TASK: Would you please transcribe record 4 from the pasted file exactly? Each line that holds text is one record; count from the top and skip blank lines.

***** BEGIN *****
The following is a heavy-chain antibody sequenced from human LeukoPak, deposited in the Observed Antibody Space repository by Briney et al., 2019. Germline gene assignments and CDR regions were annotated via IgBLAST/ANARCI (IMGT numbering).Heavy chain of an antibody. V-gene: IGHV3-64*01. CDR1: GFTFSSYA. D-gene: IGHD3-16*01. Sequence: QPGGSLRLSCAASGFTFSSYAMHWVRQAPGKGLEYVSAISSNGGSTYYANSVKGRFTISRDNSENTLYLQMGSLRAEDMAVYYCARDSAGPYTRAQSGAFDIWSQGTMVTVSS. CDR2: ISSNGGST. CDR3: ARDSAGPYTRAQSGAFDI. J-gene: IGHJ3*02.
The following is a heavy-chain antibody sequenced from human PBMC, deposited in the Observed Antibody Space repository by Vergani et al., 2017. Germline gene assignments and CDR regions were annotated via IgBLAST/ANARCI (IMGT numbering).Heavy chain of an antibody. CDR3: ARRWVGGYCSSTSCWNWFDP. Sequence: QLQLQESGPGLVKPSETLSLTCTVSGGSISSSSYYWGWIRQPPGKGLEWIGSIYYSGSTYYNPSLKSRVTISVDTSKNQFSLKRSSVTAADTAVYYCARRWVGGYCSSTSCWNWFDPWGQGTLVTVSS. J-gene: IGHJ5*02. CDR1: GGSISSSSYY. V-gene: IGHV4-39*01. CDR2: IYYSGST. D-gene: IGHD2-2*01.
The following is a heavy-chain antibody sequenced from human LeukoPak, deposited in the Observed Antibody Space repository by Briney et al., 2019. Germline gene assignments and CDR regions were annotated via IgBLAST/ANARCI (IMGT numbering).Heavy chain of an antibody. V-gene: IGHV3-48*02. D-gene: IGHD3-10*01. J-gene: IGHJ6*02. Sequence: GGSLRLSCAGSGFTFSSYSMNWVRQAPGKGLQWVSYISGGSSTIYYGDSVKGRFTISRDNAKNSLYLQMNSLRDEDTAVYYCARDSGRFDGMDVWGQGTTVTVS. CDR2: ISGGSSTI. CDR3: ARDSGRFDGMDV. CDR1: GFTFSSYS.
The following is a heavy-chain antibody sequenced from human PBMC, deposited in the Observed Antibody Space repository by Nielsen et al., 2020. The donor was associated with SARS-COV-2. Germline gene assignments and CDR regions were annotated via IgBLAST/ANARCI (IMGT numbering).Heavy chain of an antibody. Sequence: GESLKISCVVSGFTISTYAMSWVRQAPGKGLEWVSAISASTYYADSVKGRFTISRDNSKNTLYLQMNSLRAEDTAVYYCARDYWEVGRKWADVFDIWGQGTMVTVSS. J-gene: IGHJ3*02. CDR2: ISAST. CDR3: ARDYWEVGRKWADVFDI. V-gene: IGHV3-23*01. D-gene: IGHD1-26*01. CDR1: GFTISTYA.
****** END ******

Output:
The following is a heavy-chain antibody sequenced from human PBMC, deposited in the Observed Antibody Space repository by Nielsen et al., 2020. The donor was associated with SARS-COV-2. Germline gene assignments and CDR regions were annotated via IgBLAST/ANARCI (IMGT numbering).Heavy chain of an antibody. Sequence: GESLKISCVVSGFTISTYAMSWVRQAPGKGLEWVSAISASTYYADSVKGRFTISRDNSKNTLYLQMNSLRAEDTAVYYCARDYWEVGRKWADVFDIWGQGTMVTVSS. J-gene: IGHJ3*02. CDR2: ISAST. CDR3: ARDYWEVGRKWADVFDI. V-gene: IGHV3-23*01. D-gene: IGHD1-26*01. CDR1: GFTISTYA.